every diminution of that quantity must • Possessing utility, commodities derive proportionally lower its value. their exchangeable values from two sources : from their scarcity, and from the quantity though this is the case in early stages

It may perhaps be thought, that alof labour required to obtain them. “ There are some commodities, the value be different ; but Mr Ricardo has

of society, in an advanced state it would of which is determined by their scarcity alone. No labour can increase the

quantity shewn that, in all cases, commodities of such goods, and therefore their value can. vary in value conformably to this prinnot be lowered by an increased supply

. ciple. It is of no consequence among Their value is wholly independent of the how many hands the labour of making Produce them, and varies with the varying aggregate quantity is on the whole

a pair of stockings is divided. If the wealth and inclinations of those who are de- either diminished or increased, the exi sirous

to possess them. “ These commodities, however, form a changeable value of the stockings will very small part of the mass of commodities fall or rise in proportion. daily exchanged in the market. By far the

From what we have

already stated, greater part of those goods, which are the a most important consequence, first objects of desire, are procured by labour; pointed out by Mr Ricardo, necessarily

results,viz. That no increase in the labour Keduces the price of commodiwages of labour can increase the rela- ties. tive exchangeable values of commodi- Suppose,” says Mr Ricardo, “ that ties.

an engine is made, which will last for 100 If a stocking manufacturer employs years, and that its value is £20,000. Supone hundred men, during ten days, in pose too, that this machine, without any manufacturing stockings, which ex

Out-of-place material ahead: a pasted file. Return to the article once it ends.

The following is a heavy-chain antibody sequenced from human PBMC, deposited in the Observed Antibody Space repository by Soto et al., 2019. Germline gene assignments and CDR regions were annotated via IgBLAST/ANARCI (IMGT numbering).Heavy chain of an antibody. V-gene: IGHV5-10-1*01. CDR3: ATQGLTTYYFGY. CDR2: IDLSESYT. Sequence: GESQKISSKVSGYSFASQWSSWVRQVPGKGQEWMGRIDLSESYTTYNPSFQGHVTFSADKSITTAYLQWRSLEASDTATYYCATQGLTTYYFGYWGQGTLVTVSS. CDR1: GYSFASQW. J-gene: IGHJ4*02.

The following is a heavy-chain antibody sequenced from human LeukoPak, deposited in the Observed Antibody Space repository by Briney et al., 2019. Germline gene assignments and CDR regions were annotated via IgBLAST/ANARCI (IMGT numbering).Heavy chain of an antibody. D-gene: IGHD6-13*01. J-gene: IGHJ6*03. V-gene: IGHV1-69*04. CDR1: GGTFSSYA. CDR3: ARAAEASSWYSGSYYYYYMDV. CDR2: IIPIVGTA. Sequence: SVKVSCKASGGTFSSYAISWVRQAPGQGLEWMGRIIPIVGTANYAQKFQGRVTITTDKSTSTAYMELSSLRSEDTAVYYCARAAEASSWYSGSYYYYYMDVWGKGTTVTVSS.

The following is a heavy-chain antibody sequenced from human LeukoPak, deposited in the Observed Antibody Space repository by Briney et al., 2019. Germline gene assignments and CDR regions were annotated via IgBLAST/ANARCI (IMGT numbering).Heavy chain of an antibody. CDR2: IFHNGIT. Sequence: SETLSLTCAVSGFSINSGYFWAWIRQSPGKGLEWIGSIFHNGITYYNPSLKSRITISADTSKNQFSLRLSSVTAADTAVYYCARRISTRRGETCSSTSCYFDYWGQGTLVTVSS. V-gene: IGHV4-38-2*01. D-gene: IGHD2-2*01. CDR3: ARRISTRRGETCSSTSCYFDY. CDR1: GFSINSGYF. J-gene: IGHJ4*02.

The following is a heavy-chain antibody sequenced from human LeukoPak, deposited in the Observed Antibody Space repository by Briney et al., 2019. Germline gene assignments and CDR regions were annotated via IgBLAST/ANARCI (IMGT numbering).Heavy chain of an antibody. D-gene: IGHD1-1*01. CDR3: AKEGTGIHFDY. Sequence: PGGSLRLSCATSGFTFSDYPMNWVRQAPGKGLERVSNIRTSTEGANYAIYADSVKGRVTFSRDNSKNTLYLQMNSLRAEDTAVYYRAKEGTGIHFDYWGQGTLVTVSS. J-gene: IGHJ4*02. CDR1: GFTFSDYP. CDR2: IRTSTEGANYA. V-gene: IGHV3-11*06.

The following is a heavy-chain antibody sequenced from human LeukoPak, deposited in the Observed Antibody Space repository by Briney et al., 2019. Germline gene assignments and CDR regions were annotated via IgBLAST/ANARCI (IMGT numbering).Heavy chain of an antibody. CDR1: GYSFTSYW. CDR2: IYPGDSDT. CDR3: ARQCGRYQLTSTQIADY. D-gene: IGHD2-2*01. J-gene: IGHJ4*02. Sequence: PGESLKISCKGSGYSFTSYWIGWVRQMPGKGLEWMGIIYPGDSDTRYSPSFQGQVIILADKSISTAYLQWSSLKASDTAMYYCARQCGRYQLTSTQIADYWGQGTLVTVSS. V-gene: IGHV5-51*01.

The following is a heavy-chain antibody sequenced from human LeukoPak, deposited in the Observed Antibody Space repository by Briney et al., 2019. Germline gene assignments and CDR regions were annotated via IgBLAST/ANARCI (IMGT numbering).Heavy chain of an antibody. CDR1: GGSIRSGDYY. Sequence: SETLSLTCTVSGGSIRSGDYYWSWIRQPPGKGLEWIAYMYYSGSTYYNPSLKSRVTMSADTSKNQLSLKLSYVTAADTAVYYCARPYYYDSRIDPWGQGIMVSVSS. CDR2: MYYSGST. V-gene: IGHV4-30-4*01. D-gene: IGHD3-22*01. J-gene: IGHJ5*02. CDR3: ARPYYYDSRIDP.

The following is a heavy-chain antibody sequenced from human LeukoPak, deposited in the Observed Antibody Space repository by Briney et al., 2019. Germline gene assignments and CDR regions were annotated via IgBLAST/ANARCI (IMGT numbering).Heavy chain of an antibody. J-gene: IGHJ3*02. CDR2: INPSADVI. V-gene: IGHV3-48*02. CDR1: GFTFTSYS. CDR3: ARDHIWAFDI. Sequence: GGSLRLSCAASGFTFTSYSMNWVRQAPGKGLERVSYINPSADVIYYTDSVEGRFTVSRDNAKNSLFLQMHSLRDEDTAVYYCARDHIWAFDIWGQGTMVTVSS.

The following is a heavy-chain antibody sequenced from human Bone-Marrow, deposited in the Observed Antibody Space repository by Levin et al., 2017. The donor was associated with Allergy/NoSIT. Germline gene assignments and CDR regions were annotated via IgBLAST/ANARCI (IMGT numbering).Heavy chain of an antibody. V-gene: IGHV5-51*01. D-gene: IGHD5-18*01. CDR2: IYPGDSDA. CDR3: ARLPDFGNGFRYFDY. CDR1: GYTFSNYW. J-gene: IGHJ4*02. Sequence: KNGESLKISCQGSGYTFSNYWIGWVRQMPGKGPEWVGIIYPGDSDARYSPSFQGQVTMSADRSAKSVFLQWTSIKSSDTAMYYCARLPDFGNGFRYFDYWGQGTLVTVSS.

labour whatever, could produce a certain change for the gloves manufactured by profits were 10 per cent., the whole value

quantity of commodities annually, and that the same number of men in twenty of the goods produced would be annually days, the values of these products are £2000 : 2:11; for the profit of £20,000, precisely equal. But if some more ex- at 10 per cent. is

£2000 0 0 peditious method of manufacturing and an annuity of 2s. 11d. for gloves should be discovered, if one 100 years, at 10 per cent will, man was enabled to do as much work at the end of that period, re

0 2 11 as was previously executed by two, the place a capital of £20,000, value of gloves, compared with stockings, (supposing, for the sake of sim- Consequently the goods must

sell for

£2000 2 11 plifying the question, that the value of

* If the same amount of capital, viz. the raw materials consumed in both £20,000, be employed in supporting promanufactures are equal,) would be re- ductive labour, and be annually consumed duced one half. If an equal improve and reproduced, as it is when employed in ment had been made in the stocking paying wages, then to give an equal profit manufacture, the relative values of of 10 per centthe commodities must sell both commodities would remain the for £22,000. Now suppose labour so to same as at first ;-a greater quantity of rise, that instead of £20,000 being sufficient the one would' merely be exchanged ducing the latter commodities,

£20,952 is for a greater quantity of the other. It required; then profits will fall to 5 per is obvious, however, that an increase cent.; for as these commodities would sell for in the wages of labour could not affect no more than £22,000, and to produce them this conclusion. Suppose wages to rise £20,952 would be requisite, there would 10 per cent. the stocking manufacturer remain no more than £1,048, on a capital could not say to the glove manufac- of £20,952. Įf labour so rise, that £21,153 turer that he must have a greater quan